We have arrived in Bangkok. I am now past the regrets and can actually appreciate this adventure that I thought we were too old for. We are reminded of our hippy trek days – we are the age of the parents of the young trekkers with their backpacks and bronzed faces, those who are of European, American, or Australian stock. The locals are more in our age category, at least some of them.

With all the boxes and cases stowed it started to get kind of cozy. Our seats already had a table put up between them with the meals we ordered back in Malaysia and two cups of tea. Axel had his remaining beer and we placed the full and empty can in the handy bottle rack until the steward told us that alcohol was forbidden. There was indeed a large sign that we had not seen. He quickly grasped the empties and squeezed them until the labels were no longer readable. The full one was pushed out of sight. A sign, next to the alcohol sign, said that inappropriate behavior would not be tolerated. We were happy about that.

Around 9:00 PM the sleepers were prepared by the steward who moved fast through our car, lowering the upper berths and making the beds with the bedding hidden behind the folded up top berth. Each sleeper bed had a turquoise curtain for privacy. The number of each seat was embroidered in the middle of the curtain reminding us to creep into the right berth after a visit to the toilet.

At first things were a little noisy – mobile phones went off and kept ringing when the owner had already fallen asleep. A few small children played electronic games with the most annoying sounds, but eventually everything went quiet as we thundered through the narrow landmass between the Malaysian border and Bangkok.

We stopped a few times, some people got off but no one got on, except for hawkers feeding the few sleepless travelers and knowing exactly when it was time to get off the train. Cars were added or taken off judging from the loud maneuvering bumps up and down the train.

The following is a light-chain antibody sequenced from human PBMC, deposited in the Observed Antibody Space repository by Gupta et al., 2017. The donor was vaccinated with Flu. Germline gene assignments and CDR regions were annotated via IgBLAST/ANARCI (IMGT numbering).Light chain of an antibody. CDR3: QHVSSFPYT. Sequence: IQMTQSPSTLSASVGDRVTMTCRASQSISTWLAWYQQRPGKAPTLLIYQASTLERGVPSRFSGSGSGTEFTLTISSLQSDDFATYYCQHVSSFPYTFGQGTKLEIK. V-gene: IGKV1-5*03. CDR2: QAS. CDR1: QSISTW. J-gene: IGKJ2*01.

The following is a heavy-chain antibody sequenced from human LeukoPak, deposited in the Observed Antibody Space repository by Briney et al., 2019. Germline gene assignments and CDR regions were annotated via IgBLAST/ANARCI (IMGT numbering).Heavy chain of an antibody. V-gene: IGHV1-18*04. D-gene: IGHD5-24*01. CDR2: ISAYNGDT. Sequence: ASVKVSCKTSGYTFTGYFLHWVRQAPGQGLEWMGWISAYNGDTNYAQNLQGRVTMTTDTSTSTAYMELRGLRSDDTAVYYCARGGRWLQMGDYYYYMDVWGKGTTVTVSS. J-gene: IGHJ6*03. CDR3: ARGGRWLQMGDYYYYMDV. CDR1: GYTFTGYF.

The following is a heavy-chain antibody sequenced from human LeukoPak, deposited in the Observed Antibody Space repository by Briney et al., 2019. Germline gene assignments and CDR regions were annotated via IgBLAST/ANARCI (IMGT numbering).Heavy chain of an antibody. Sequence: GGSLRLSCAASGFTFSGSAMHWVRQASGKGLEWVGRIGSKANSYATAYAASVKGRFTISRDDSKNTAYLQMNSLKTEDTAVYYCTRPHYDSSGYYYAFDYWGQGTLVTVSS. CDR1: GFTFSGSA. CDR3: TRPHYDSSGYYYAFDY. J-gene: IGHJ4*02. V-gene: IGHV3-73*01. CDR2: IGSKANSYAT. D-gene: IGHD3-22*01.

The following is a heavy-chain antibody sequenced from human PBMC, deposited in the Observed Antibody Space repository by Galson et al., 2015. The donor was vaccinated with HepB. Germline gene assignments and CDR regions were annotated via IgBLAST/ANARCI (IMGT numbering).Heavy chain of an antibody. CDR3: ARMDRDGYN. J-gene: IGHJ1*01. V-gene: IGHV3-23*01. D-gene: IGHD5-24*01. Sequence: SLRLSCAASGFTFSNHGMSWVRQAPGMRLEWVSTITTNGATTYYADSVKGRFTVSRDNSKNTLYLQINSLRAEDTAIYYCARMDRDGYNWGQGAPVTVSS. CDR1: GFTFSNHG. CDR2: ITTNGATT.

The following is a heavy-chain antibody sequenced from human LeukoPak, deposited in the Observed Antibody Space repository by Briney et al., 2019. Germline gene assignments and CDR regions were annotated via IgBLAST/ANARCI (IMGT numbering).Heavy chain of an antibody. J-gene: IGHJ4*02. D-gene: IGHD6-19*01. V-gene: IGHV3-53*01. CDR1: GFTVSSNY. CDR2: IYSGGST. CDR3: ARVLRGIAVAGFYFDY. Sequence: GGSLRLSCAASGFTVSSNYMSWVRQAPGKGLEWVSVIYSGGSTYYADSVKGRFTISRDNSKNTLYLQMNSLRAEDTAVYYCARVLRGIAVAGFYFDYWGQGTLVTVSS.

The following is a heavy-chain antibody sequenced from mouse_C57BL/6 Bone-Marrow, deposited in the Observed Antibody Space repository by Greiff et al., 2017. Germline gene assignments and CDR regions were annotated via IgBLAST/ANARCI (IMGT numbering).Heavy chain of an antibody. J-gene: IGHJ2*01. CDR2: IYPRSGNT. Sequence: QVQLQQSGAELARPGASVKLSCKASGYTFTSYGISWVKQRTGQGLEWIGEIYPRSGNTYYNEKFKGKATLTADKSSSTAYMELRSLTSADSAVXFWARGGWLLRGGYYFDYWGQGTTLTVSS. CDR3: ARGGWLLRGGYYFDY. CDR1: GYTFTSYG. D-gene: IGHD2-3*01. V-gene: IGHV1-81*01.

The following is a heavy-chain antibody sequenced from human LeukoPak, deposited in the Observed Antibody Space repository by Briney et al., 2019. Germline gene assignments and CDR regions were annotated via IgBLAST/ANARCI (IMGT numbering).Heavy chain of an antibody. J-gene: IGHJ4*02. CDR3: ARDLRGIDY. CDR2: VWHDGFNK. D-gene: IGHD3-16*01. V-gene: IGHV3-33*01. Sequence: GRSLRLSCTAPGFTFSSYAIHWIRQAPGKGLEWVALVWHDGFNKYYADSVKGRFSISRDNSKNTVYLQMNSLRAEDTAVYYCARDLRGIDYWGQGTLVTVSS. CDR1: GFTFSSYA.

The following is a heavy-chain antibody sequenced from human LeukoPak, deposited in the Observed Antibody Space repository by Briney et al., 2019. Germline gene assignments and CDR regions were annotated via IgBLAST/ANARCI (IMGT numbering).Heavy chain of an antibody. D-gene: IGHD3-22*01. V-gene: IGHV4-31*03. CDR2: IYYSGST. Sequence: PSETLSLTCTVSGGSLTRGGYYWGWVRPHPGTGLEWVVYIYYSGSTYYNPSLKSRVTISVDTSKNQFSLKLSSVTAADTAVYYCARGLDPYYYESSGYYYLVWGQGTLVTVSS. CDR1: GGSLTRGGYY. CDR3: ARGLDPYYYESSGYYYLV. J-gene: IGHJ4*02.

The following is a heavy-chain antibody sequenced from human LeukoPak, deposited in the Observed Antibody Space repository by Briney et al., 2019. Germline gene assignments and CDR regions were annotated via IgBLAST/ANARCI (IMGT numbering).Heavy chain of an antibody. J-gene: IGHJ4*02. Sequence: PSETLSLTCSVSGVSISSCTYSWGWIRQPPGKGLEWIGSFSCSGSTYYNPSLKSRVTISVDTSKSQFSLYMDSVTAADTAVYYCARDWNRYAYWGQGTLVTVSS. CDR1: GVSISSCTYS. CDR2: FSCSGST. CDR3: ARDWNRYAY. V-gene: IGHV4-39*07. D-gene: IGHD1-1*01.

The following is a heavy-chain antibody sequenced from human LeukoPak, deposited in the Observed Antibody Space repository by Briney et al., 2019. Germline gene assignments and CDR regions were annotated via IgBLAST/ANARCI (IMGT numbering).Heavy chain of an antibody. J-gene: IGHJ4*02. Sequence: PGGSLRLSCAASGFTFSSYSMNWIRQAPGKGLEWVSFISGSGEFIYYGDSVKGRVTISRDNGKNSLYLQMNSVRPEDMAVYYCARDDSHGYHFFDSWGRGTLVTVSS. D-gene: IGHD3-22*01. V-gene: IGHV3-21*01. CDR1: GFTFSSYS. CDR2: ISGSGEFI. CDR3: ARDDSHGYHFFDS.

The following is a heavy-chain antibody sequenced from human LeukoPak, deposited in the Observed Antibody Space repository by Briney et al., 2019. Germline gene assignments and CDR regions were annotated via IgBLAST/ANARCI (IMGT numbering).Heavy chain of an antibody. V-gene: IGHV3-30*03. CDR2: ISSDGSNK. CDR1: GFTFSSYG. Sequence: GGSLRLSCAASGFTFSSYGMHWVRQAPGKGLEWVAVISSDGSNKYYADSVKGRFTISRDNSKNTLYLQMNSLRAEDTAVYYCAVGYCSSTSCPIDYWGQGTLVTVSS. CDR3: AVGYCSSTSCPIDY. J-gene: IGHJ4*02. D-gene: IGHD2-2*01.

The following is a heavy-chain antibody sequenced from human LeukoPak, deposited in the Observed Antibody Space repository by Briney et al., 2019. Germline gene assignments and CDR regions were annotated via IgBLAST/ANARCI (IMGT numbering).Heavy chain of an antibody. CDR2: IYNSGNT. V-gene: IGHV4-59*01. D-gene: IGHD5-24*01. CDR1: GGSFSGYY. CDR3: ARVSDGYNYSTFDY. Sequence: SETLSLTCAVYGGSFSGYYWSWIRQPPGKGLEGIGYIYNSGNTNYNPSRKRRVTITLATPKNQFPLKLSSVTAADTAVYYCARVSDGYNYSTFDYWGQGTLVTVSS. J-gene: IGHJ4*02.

The toilets were old but stayed cleaner than the toilets on Emirates’ Dubai-Dhaka flight. There were sinks for brushing teeth and washing up and a restaurant car that served meals and (non-alcoholic) drinks. A tiny galley produced food for those who didn’t want it from the hawkers.

Everyone slept late – by 8:30 AM most curtains were still closed. We waited in vain for our paid breakfast and bought it again from the restaurant car when that transaction seemed not to have registered: a sandwich made from soft white bread with mystery stuff inside, two tiny bottles of over sweetened Tang and a cup of tea. A little Thai or Chinese girl entertained us for a while waiting for her grandparents to wake up. We rehearsed colors in English and she helped me with my iPad puzzle – moving the pieces with her finger to her great delight. She babbled on and we talked back in English, smiling and getting smiles.

I concluded that it had indeed been a great adventure. We had spent a very comfortable night, more comfortable than business class in a plane – all this in 2nd class. And now we are in Chinatown in Bangkok in the Shanghai Mansion boutique hotel, ready to have a great meal.

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May 2016
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